When it comes to crime, one word may be enough to sway people’s perceptions.
This finding came from the Stanford study “Metaphors We Think With: The Role of Metaphor in Reasoning,” published in the Feb. 23 edition of PloS ONE. The study shows that people are more likely to support harsher laws and increased jailing of offenders when told crime is a “beast” preying on a community. When crime is described as a “virus” infecting a city, however, people are more likely to propose social reform.
First-year psychology graduate student Paul Thibodeau, the study’s lead author, said the results demonstrate the powerful influence of metaphor in shaping solutions to complex problems.
“Things like crime and other difficult social issues are very abstract and complicated,” he said. “It’s hard to think clearly about how to solve the issue. Metaphors about crime are a little easier to talk about. When we use metaphors for crime, we import structures from other domains.”
In a series of five experiments, participants were given one of two versions of a report on rising crime rates in the fictional city of Addison. The versions framed crime either as a “beast” or a “virus” but offered identical statistics detailing the rise. Participants were then asked to propose solutions to the crime.
Researchers found that the subjects’ responses varied depending on the metaphor used. In one study, 71 percent of subjects proposed more law enforcement when told crime was a “beast,” compared to 54 percent of subjects who did so after reading crime was a “virus.”
When asked to cite the most influential part of the report, only 15 of the 485 participants selected the metaphor; the majority said the statistics held the most sway in determining their policy decisions.
Psychology assistant professor Lera Boroditsky, who co-authored the study, said these findings show the extent to which people underestimate the role of language in decision-making.
“These studies show the power of language in framing our decisions, especially in cases where we don’t realize it,” she said. “We all like to think we make rational decisions, but even a single word can bring a whole knowledge structure that guides our reasoning.”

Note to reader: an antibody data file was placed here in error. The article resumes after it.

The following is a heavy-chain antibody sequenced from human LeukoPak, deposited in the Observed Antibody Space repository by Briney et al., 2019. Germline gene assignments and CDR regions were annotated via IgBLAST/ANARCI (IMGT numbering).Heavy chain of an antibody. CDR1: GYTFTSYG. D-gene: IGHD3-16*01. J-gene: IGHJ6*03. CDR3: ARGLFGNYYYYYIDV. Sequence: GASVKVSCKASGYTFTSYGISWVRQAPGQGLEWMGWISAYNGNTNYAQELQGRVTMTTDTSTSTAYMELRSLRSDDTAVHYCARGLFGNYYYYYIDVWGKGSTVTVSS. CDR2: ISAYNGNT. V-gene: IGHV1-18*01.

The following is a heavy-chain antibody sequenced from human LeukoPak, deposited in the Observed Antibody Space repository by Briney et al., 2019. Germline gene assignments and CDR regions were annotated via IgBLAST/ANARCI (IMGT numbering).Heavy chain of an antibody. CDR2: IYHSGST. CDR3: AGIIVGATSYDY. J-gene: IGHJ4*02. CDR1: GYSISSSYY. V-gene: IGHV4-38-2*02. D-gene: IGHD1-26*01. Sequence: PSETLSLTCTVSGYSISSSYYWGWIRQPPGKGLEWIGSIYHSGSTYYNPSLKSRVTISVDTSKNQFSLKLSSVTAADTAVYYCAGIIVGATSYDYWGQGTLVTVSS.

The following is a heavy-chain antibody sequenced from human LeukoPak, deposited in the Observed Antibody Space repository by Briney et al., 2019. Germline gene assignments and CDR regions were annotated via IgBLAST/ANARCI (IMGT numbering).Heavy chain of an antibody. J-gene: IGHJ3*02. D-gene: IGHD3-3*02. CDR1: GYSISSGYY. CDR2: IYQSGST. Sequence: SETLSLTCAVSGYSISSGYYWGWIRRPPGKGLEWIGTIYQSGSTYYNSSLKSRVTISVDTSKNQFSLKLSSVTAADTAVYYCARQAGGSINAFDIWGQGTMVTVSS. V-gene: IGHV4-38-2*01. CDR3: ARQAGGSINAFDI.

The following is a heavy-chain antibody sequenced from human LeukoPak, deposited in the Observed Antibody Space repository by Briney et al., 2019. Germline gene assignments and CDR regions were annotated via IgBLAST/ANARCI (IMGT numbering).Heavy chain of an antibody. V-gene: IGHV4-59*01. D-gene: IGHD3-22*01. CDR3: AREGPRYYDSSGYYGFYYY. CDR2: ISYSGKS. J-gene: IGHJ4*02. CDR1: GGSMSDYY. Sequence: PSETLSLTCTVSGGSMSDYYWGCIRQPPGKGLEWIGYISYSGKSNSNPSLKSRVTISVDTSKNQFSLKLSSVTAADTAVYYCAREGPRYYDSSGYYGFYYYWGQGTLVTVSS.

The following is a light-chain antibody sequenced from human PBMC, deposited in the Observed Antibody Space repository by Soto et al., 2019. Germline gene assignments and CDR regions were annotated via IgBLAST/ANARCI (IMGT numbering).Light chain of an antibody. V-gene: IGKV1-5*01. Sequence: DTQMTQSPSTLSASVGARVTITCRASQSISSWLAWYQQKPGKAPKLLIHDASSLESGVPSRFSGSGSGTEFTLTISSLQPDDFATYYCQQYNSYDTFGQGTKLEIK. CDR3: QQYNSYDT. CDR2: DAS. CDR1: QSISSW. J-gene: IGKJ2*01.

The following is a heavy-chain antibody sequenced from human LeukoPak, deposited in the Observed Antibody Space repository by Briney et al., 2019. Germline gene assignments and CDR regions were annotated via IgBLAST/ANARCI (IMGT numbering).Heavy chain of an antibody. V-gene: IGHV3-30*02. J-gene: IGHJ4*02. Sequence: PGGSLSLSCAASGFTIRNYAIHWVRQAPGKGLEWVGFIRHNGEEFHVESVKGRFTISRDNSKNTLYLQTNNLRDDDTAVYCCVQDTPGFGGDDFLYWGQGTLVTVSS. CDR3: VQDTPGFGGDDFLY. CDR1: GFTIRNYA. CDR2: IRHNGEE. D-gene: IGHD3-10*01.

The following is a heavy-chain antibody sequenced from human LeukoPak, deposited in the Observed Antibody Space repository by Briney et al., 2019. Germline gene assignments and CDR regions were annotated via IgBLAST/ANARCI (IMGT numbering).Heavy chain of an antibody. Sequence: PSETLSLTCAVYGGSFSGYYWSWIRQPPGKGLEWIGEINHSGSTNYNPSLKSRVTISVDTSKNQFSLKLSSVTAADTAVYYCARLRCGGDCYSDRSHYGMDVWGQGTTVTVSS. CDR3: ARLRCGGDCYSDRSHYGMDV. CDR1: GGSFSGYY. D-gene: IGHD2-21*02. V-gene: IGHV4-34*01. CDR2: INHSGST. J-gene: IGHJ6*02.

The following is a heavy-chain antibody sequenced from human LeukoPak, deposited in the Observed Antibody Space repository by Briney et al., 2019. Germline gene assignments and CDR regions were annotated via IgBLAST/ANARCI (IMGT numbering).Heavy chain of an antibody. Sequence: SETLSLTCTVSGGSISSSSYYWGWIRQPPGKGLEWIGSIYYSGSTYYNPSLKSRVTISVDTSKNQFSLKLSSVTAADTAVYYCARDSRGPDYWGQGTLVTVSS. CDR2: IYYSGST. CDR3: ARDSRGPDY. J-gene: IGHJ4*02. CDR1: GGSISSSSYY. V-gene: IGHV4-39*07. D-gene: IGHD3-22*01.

The study also accounted for political party affiliation, with Republicans being 10 percent more likely than Democrats to suggest enforcement-based solutions. Subjects who read that crime was a “beast” were about 20 percent more likely to support such solutions, regardless of affiliation.
Law professor Robert Weisberg said the study reveals how crime rhetoric itself has become a metaphor for political and social unease.
“Crime enters political discourse in a way where it substitutes for other issues,” he said. “It’s a good metaphoric issue for people expressing their anger or frustration at other things.”
Since crime is an inherently loaded topic, policy makers and public officials should ensure the language used to describe it does not unduly inflame passions, Weisberg said.
“Colorful language is not always accurate,” he said. “We have a huge apparatus of criminal justice in the United States and we want to see if it is solving problems efficiently. It is not a military machine or something out of a sci-fi movie…neutralizing the language with which crime is discussed would be a good thing.”
Thibodeau cautions, however, that language is just one of many factors that influence people’s opinions on crime and other issues.
“It worked pretty well when we gave people a report on crime and they didn’t have background context,” he said. “In the real world, people have more information. All things being equal, subtle metaphoric clues can help us structure how we think about abstract and complex issues.”